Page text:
If Iranian oil makes its comeback, we think global markets should be able to absorb the additional supply. One could argue that the world will require those additional barrels, particularly if current levels of demand growth are sustained.
Additionally, we may have just begun to see the effects of lower prices, which could likely increase demand longer term. Nonetheless, high international supplies have kept prices under pressure and increased competition among producers.
Despite China’s annual growth rate sliding from 10% in 2010 to a projected 7% this year,2 we believe an increase in consumption combined with a slowdown in production should eventually balance out the oil market and allow prices to recover. US production has likely peaked, in our view, and estimates call for sequential production declines over the coming months. Non-OPEC production outside the United States appears to be falling, too, and we expect that to continue over the next one to two years. Meanwhile, many major energy exploration and development projects have been deferred or cancelled, which has implications for longer-term supply growth. In short, we believe the market is adjusting as one would expect, and is correcting the excess supply created amid the acceleration in US shale production over the past three to four years. Although increased OPEC supply and the potential for demand growth to soften have clouded the timing of a recovery, it appears that these factors will only serve to delay an eventual tightening of supply and demand fundamentals.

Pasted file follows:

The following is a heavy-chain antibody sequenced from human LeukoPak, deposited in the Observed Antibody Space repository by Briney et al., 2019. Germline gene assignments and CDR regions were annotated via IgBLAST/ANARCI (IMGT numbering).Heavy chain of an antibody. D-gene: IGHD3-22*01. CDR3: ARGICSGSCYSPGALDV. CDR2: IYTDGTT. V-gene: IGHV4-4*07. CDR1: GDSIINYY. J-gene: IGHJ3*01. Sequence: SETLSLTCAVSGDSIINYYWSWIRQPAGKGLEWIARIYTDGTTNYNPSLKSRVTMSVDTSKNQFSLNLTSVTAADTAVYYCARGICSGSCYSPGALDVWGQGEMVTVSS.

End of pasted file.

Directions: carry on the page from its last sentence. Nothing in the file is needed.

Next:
Drilling Down for Opportunities
A return to what we would consider normal oil market conditions will likely take time, and some investors may lose patience and sell their energy holdings, which we believe is likely to create investment opportunities longer term.
Myriad factors can influence markets and company fundamentals, which makes specific outcomes difficult to predict. But a “lower-for-longer” scenario has broad implications for the industry, as extracting oil from higher-cost wells could become economically unfeasible. In response, we have focused on lower-cost oil and natural gas exploration and production (E&P) companies that we believe will be able to survive the downturn and, hopefully, thrive in a recovery scenario. We also prefer E&P companies to oil field services and equipment providers, which we believe may face a longer period of adjustment until excess capacity is absorbed and profitability improves.
Many large producers have been able to adjust to lower oil prices because they tend to have strong buying power with suppliers and very deep project portfolios, so they can focus on those that are going to be the most economical in any environment. Additionally, many US E&P companies have become more efficient, meaning they are able to produce more oil with the same amount of capital. Longer term, this should prove beneficial, as these companies could make better profits at any given price point. Going forward, we believe some of these companies should be able to compete in a lower-price environment and produce fairly good returns.